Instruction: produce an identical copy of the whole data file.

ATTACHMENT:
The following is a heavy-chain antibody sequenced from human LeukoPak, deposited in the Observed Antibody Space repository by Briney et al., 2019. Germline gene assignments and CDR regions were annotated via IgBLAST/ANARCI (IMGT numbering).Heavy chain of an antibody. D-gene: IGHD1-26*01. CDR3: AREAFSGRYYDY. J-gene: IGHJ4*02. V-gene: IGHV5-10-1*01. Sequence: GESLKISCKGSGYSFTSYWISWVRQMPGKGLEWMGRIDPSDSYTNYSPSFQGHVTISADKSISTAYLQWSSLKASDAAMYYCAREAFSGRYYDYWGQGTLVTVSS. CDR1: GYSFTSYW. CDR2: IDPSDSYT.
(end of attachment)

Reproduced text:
The following is a heavy-chain antibody sequenced from human LeukoPak, deposited in the Observed Antibody Space repository by Briney et al., 2019. Germline gene assignments and CDR regions were annotated via IgBLAST/ANARCI (IMGT numbering).Heavy chain of an antibody. D-gene: IGHD1-26*01. CDR3: AREAFSGRYYDY. J-gene: IGHJ4*02. V-gene: IGHV5-10-1*01. Sequence: GESLKISCKGSGYSFTSYWISWVRQMPGKGLEWMGRIDPSDSYTNYSPSFQGHVTISADKSISTAYLQWSSLKASDAAMYYCAREAFSGRYYDYWGQGTLVTVSS. CDR1: GYSFTSYW. CDR2: IDPSDSYT.